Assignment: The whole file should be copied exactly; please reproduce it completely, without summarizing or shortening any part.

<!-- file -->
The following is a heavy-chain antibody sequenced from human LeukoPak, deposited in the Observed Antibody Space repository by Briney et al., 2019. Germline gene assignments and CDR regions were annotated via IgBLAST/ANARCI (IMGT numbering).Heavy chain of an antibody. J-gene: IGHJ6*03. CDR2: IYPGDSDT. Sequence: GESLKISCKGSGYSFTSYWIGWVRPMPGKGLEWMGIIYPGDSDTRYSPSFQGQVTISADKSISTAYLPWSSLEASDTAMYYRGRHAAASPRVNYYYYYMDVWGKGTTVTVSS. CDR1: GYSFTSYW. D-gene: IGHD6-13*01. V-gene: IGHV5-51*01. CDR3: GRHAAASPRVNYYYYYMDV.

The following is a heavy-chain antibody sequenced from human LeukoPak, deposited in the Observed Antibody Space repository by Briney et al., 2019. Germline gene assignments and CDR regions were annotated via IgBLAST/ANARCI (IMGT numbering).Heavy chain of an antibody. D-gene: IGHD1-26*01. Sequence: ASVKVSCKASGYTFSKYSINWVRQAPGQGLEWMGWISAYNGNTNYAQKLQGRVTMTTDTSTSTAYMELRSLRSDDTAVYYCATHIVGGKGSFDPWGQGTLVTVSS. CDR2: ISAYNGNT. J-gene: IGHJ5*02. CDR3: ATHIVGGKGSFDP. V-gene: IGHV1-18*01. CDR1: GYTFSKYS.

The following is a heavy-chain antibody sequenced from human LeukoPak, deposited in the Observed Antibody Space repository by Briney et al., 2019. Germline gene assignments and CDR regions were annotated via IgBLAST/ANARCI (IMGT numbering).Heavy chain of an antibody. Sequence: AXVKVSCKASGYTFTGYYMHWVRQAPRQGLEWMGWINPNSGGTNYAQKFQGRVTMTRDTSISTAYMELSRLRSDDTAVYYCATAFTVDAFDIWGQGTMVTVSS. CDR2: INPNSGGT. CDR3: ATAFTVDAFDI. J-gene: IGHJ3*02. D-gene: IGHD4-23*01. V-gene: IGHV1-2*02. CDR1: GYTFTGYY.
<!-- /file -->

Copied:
The following is a heavy-chain antibody sequenced from human LeukoPak, deposited in the Observed Antibody Space repository by Briney et al., 2019. Germline gene assignments and CDR regions were annotated via IgBLAST/ANARCI (IMGT numbering).Heavy chain of an antibody. J-gene: IGHJ6*03. CDR2: IYPGDSDT. Sequence: GESLKISCKGSGYSFTSYWIGWVRPMPGKGLEWMGIIYPGDSDTRYSPSFQGQVTISADKSISTAYLPWSSLEASDTAMYYRGRHAAASPRVNYYYYYMDVWGKGTTVTVSS. CDR1: GYSFTSYW. D-gene: IGHD6-13*01. V-gene: IGHV5-51*01. CDR3: GRHAAASPRVNYYYYYMDV.

The following is a heavy-chain antibody sequenced from human LeukoPak, deposited in the Observed Antibody Space repository by Briney et al., 2019. Germline gene assignments and CDR regions were annotated via IgBLAST/ANARCI (IMGT numbering).Heavy chain of an antibody. D-gene: IGHD1-26*01. Sequence: ASVKVSCKASGYTFSKYSINWVRQAPGQGLEWMGWISAYNGNTNYAQKLQGRVTMTTDTSTSTAYMELRSLRSDDTAVYYCATHIVGGKGSFDPWGQGTLVTVSS. CDR2: ISAYNGNT. J-gene: IGHJ5*02. CDR3: ATHIVGGKGSFDP. V-gene: IGHV1-18*01. CDR1: GYTFSKYS.

The following is a heavy-chain antibody sequenced from human LeukoPak, deposited in the Observed Antibody Space repository by Briney et al., 2019. Germline gene assignments and CDR regions were annotated via IgBLAST/ANARCI (IMGT numbering).Heavy chain of an antibody. Sequence: AXVKVSCKASGYTFTGYYMHWVRQAPRQGLEWMGWINPNSGGTNYAQKFQGRVTMTRDTSISTAYMELSRLRSDDTAVYYCATAFTVDAFDIWGQGTMVTVSS. CDR2: INPNSGGT. CDR3: ATAFTVDAFDI. J-gene: IGHJ3*02. D-gene: IGHD4-23*01. V-gene: IGHV1-2*02. CDR1: GYTFTGYY.